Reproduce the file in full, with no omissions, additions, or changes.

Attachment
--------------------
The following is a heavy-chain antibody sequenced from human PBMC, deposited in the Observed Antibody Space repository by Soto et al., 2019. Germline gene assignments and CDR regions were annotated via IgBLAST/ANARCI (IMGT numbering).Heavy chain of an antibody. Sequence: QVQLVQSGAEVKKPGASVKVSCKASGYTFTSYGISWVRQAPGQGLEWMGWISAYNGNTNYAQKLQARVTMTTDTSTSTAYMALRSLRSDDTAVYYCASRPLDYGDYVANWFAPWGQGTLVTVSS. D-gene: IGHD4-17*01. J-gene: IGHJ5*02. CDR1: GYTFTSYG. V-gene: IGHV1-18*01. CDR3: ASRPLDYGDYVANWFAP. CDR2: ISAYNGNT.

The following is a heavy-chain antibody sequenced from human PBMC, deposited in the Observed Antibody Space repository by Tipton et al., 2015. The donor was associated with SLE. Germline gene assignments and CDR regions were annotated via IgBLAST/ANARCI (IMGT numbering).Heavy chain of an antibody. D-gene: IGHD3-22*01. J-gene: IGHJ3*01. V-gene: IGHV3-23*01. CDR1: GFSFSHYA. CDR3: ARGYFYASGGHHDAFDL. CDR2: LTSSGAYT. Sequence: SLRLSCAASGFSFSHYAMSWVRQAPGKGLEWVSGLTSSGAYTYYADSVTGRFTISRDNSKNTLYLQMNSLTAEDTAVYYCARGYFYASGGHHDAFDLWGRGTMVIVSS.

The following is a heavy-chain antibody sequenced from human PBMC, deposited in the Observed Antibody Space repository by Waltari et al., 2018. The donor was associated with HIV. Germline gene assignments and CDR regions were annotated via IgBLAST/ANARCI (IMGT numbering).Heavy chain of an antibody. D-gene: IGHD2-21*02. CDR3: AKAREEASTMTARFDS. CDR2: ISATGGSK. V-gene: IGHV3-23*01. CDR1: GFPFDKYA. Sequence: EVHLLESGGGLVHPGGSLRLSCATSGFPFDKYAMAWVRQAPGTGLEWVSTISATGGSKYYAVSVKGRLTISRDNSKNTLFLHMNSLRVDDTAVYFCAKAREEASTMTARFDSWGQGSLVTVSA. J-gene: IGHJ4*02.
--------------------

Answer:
The following is a heavy-chain antibody sequenced from human PBMC, deposited in the Observed Antibody Space repository by Soto et al., 2019. Germline gene assignments and CDR regions were annotated via IgBLAST/ANARCI (IMGT numbering).Heavy chain of an antibody. Sequence: QVQLVQSGAEVKKPGASVKVSCKASGYTFTSYGISWVRQAPGQGLEWMGWISAYNGNTNYAQKLQARVTMTTDTSTSTAYMALRSLRSDDTAVYYCASRPLDYGDYVANWFAPWGQGTLVTVSS. D-gene: IGHD4-17*01. J-gene: IGHJ5*02. CDR1: GYTFTSYG. V-gene: IGHV1-18*01. CDR3: ASRPLDYGDYVANWFAP. CDR2: ISAYNGNT.

The following is a heavy-chain antibody sequenced from human PBMC, deposited in the Observed Antibody Space repository by Tipton et al., 2015. The donor was associated with SLE. Germline gene assignments and CDR regions were annotated via IgBLAST/ANARCI (IMGT numbering).Heavy chain of an antibody. D-gene: IGHD3-22*01. J-gene: IGHJ3*01. V-gene: IGHV3-23*01. CDR1: GFSFSHYA. CDR3: ARGYFYASGGHHDAFDL. CDR2: LTSSGAYT. Sequence: SLRLSCAASGFSFSHYAMSWVRQAPGKGLEWVSGLTSSGAYTYYADSVTGRFTISRDNSKNTLYLQMNSLTAEDTAVYYCARGYFYASGGHHDAFDLWGRGTMVIVSS.

The following is a heavy-chain antibody sequenced from human PBMC, deposited in the Observed Antibody Space repository by Waltari et al., 2018. The donor was associated with HIV. Germline gene assignments and CDR regions were annotated via IgBLAST/ANARCI (IMGT numbering).Heavy chain of an antibody. D-gene: IGHD2-21*02. CDR3: AKAREEASTMTARFDS. CDR2: ISATGGSK. V-gene: IGHV3-23*01. CDR1: GFPFDKYA. Sequence: EVHLLESGGGLVHPGGSLRLSCATSGFPFDKYAMAWVRQAPGTGLEWVSTISATGGSKYYAVSVKGRLTISRDNSKNTLFLHMNSLRVDDTAVYFCAKAREEASTMTARFDSWGQGSLVTVSA. J-gene: IGHJ4*02.